Virtue Versus Corruption

August 25, 2021 by Essay Writer

William Blake’s Songs of Innocence and of Experience exemplifies his ideas on the nature of creation. They demonstrate the innocent and bucolic world of childhood, versus an adult world of depravity and repression.

Blake stands outside innocence and experience, in a place where he finds invalidity in both. The Songs of Innocence emphasize children’s’ naive hopes, fears, curiosities and their transformation to adulthood. They draw attention to the positive aspects of life before the distortion and corruption of experience. The Songs of Experience state the difficult experiences of adult life and how they destroy one’s innocence. Poem, “The Lamb”, represents fragility and virtue, whereas its’ twinned poem, “The Tyger”, displays the contrary: evil forces. Though Blake does not identify himself fully with either view, the poems investigate his opposing perspectives on the world, one through a lens of innocence and another through experience.

The poem, “The Lamb” is in the form of a question and answer. The overall question, “who made thee?” at first, seems very simple, but the child is tapping into profound questions about the nature of his own creation. This poem contributes to the innocence of children, as the situation of a child talking to an animal is a rather realistic one. Yet, since the child ends up answering his own question, this counteracts with the original sense of the poem. The answer is provided as a riddle that the child is capable of answering himself. This shows an underlying or even unconscious knowledge within the child. The answer demonstrates the child’s confidence and acceptance in/of his faith. God is symbolized by a lamb, which Christians see as gentle and peaceful animals. Like many of the Songs and Innocence, this poem is what Blake saw as positive elements of the Christian belief. But it is not a complete teaching, as it does not mention the presence of grief and evil in the world. With its’ twinned poem (found in Songs of Experience, “The Tyger”), together, they give a view on religion that includes both the positive and the negative. The poems compliment one another and produce more of a demonstration of innocence and experience than either offers independently.

“The Tyger” focuses more on the negative aspects of the world. It begins with the question that the poem is based on: “What immortal hand or eye, could frame thy fearful symmetry?” The later stanzas further explore this idea. Throughout the poem, the question is asked in different forms (i.e. And what shoulder, and what art, could twist the sinews of thy heart?). Blake is trying to put across the idea that, much like a work of art, nature must have some reflection of its creator. With Blake’s use of vivid imagery (such as, “fire”, “hammer”, “furnace”, “chain”, “anvil”, and “spears” and the use of severe action words such as, “burnt”, “seize”, “twist”, “beat”, “grasp”, “clasp”, and “threw”), this creates specific connotations. Though the tiger is a fine animal, it also has a strong capability for violence. Blake’s approach to this is: what kind of god would create such a horrifying beast? What does the indisputable existence of such evil and ferocity tell us about its’ creator? And what does this mean about our world; where beauty can contain such terror? Blake applies supernatural creation to the natural world with the blacksmith in the poem, who represents a traditional image of artistic design.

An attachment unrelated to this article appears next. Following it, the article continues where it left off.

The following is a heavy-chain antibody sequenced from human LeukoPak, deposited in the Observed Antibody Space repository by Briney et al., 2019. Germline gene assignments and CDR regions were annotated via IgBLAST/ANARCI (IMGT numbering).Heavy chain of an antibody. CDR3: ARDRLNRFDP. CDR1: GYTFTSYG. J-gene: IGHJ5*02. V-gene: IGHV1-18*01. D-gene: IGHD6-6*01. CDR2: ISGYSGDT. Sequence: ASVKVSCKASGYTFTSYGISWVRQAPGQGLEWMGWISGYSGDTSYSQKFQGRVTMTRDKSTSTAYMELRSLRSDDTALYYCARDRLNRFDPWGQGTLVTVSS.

The tiger first seems like a remarkable animal. However, as the poem continues, it takes on a symbolic form and embodies the problem that the poem explores: so beautiful, yet so pernicious. Blake’s tiger becomes the initial symbol for an exploration into the presence of evil in the world. The tigers’ nature dwells both in physical as well as moral conditions. Therefore, the speaker’s questions about its design must also include these two dimensions. The series of questions in this poem ask what the “fearful symmetry” of the tiger suggests, presuming that only a very powerful being could create such a species. The reference to the lamb in the second last stanza reminds the reader that the same God created both the tiger and the lamb. This demonstrates the contrast between the views of “innocence” and “experience” in both poems.

Revolution is defined as “a drastic and far-reaching change in ways of thinking and behaving”. These poems, written years apart, take on opposite views. “The Lamb” represents a bright and innocent world full of happiness, whereas “The Tyger” is the opposite: dark. Combined, the question that the two ask is one worth pondering: How could such good and such evil exist in the same world? Blake makes a complete turn around with the way he looks at the world. He leaves us wondering about the concept of creation, the strength of God’s power and what he chooses to do with it. The perspective of experience in “The Tyger” involves a refined recognition of what we cannot explain in the universe. The wonders and questions of “The Tyger” contrast with “The Lamb”, where a child has such innocent faith in a kind universe.

Bibliography: Blake, William. Songs of Innocence and of Experience. New York: Oxford University Press, 1970. Print.

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